Esperanza Spalding, up close but not personal

 

In May, 2013, artist Bo Gehring won the Outwin Boochever Portrait Competition, a triennial survey, exhibition and award sponsored by the Smithsonian National Portrait Gallery. Gehring’s winning portrait was a video, made with a camera mounted on a track, slowly panning at close range the body of a woman named Jessica Wickham. The subject, a furniture designer, was a friend of Gehring’s, and the video was an intensely super-intimate view of its subject, revealed slowly from her feet to her head, while a piece of music she chose—a slow, dirge-like composition by Arvo Pärt—was heard in the background.

Now Gehring is back with a new work commissioned by the Portrait Gallery, using the same formula: The subject chooses a piece of music, then lies face up on a table while being slowly scanned by the camera. The video lasts exactly as long as the piece of music. The difference this time is that the subject is a celebrity, and that changes everything.

Gehring’s new portrait is of Esperanza Spalding, the multiple Grammy Award winning singer and jazz bassist, who (famously/infamously) beat Justin Bieber in the “Best New Artist” category at the 2011 Grammy Awards. Spalding wears a skirt made of some kind of gauzy gold material, diaphanous and prismatic, and seemingly stitched together from delicate, patchwork pieces. The music she chose (Wayne Shorter’s “Tarde”) is a track from a 1974 album featuring the Brazilian singer Milton Nascimento and pianist Herbie Hancock: “Herbie, Milton and Wayne are a part of me,” she explains.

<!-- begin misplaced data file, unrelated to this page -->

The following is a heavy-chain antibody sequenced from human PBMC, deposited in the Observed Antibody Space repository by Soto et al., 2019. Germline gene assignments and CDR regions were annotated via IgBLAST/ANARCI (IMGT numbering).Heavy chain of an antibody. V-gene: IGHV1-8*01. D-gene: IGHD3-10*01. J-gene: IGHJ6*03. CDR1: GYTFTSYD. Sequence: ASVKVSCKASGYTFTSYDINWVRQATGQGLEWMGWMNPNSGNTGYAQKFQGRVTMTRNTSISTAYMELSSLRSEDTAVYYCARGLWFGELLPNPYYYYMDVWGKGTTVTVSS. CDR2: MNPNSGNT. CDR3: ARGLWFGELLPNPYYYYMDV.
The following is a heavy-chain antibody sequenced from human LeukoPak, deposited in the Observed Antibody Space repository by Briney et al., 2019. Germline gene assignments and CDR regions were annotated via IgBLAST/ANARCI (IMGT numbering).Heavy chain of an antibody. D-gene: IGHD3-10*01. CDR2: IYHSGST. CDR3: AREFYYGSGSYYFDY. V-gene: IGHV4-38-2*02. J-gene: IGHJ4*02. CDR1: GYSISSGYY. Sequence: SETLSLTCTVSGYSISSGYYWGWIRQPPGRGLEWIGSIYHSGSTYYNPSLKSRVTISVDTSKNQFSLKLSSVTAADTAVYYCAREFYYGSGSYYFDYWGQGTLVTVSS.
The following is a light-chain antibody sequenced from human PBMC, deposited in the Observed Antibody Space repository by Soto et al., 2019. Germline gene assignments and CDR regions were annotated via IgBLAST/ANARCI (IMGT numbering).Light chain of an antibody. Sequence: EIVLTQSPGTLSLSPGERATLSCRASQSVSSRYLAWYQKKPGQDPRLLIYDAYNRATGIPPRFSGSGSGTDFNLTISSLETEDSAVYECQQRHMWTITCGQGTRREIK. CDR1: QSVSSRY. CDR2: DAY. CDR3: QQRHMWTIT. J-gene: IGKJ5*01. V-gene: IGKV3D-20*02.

The slow pan begins with the appearance of Spalding’s high-heeled shoes, seen against the rough, beige fabric which covers the industrial table on which she is lying. But from then on, for almost three minutes, the video is nearly abstract, as the camera frame is entirely occupied by the elegant, shimmering material of her gold dress. One wonders if Spalding was self-consciously hoping the video would recall the use of gold patterns in the works of Gustav Klimt. One of Klimt’s most famous gold paintings, the portrait “Adele Bloch Bauer I,” made news when it sold for $135 million in 2006, the same year Spalding released her debut album.

The abstract episode lasts until around the 2:47 mark, when the musician’s hands come into view. From then on, the portrait becomes increasingly animated—we see the subject breathing, and await the appearance of her neck, face and hair. Yet our sense of Spalding remains at a remove, veiled by the mask of her celebrity, her comfort with the camera, her thoroughly polished sense of self. We are waiting for a proper cinematic “close up,” an encounter with her face, and when it comes, it is flawless: Her lips are spread in a slight smile, her pearly white teeth visible in between. She doesn’t flinch from the agonizing scrutiny of the camera. The final moments of the video show a few strands of her wild and gorgeous hair, poking out from the top of an elaborate, almost regal headdress.

Unlike the video which won Gehring the portrait competition prize—in which the appearance of his friend’s face takes on a profound sense of tension and unease–the arrival of Spalding’s face is rather a disappointment. She is too controlled, too self-consciously not self-conscious. The performer’s mastery of her presentation almost defeats the portrait.

Almost, and yet there is something revealing in the Spalding video, too: It is the degree to which being a performer, and a celebrity, involves a profound loss of self. No camera will ever get closer than Gehring’s, no scrutiny will ever be more invasive. Spalding resists it with impressive discipline. And yet you almost wish she would flinch. This is the basic dance of desire and hiding that animates the whole spectacle of fame in our society. The camera can’t get any closer, and still it reveals nothing, leaving the viewer feeling a bit cheated, a bit aggressive, and a bit disgusted.

CorrectionAn earlier version of this story incorrectly reported Esperanza Spalding’s name. This version has been updated.

 

Philip Kennicott is the Pulitzer Prize-winning Art and Architecture Critic of The Washington Post. He has been on staff at the Post since 1999, first as Classical Music Critic, then as Culture Critic.
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